Author by : Lisa H Gregory Ph D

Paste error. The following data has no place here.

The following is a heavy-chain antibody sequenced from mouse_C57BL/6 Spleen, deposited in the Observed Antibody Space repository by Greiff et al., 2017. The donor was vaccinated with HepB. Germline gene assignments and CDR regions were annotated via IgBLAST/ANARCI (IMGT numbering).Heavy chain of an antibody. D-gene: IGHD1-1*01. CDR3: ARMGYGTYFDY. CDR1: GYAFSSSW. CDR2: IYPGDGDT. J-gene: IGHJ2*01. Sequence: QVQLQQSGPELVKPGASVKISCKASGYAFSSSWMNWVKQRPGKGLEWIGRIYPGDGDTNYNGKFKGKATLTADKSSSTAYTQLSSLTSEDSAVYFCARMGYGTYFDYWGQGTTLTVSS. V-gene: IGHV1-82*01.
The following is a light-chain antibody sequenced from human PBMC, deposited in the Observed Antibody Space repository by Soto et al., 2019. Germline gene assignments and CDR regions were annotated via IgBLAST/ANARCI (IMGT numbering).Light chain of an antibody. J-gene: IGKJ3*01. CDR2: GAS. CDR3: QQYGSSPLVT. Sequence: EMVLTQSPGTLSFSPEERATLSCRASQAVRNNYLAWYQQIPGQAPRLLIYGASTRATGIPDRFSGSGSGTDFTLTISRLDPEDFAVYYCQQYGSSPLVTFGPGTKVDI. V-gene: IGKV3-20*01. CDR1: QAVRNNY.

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Description : Superfoods are foods mostly plant-based but also some fish and dairy that are thought to be nutritionally dense and thus good for one's health. Blueberries, salmon, kale and acai are just a few examples of foods that have garnered the "superfood" label. However, there are no set criteria for determining what is and what is not a superfood, according to the American Heart Association. Superfoods don't have their own food group, as a dietician, I think 'superfood' is more of a marketing term for foods that have health benefits. Superfoods contain a variety of nutrients, such as antioxidants, which are thought to ward off cancer. They also have healthy fats, thought to prevent heart disease; fiber, thought to prevent diabetes and digestive problems; and phytochemicals - the chemicals in plants responsible for deep colors and smells, which can have numerous health benefits. Consuming foods that are packed with nutrients (as many so-called superfoods are) is certainly a good idea. But the key to a healthy diet is to consume a variety of nutritious foods in the right quantities. Blueberries often top many lists of superfoods because they are rich in vitamins, soluble fiber and phytochemicals. But the same nutrients found in blueberries are also found in many other kinds of berries, including strawberries and cranberries. A study published in 2013 in the journal Circulation found that a high intake of phytochemicals known as flavonoids which are found in blueberries as well as other kinds of berries - may reduce the risk of certain heart conditions in young women. But the small, vibrant berry may take the top spot purely because it has been more frequently studied. Kale lives up to the hype it has attracted as a superfood, but so do most dark, leafy greens: Swiss chard, collards, mustards (including radish greens), spinach (and others in the amaranth family) and cabbages. Include broccoli on that list as well. It's in the cabbage-mustard family; the modern version is grown for its flower instead of its leaves. These dark vegetables are loaded with vitamins A, C and K, as well as fiber, calcium and other minerals. Sweet potatoes and squash also usually make the superfood list, for reasons similar to those listed for leafy greens. Both kinds of food are generally excellent sources of fiber, vitamin A and much more. They are also naturally sweet and don't require the butter, cream or salt typically added to potatoes. Beans and whole grains are also included on superfood lists. Beans are a source of low-fat protein. These nuggets of nutrition contain insoluble fiber, which lowers cholesterol; soluble fiber, which provides a longer feeling of fullness; and loads of vitamins and trace minerals largely absent in the typical American diet, such as manganese. Whole grains - named as such because, unlike refined grains, they are not stripped of their nutrient-containing bran and germinating part during processing - have benefits similar to those found in beans, though they don't contain as much protein. Quinoa is not a grain, but it cooks up like one, and is also a remarkable source of protein, vitamins, minerals, fiber and antioxidants. Nuts and seeds contain high levels of minerals and healthy fats. Although these are common additions on superfood lists, the downside is that they are high in calories. A quick handful of nuts could contain more than 100 calories, according to Hyde. Shelled nuts and seeds, in this regard, are ideal because they take time to crack open, which slows you down. Salmon, sardines, mackerel and certain other fatty fish are rich in omega-3 fatty acids, which are thought to lower the risk of heart disease and stroke. The benefits of eating fish may far outweigh the risk of harming your health from the mercury these fish contain. If you worry about the contaminants your fish dinner may contain, avoid eating fish that are high up on the food chain.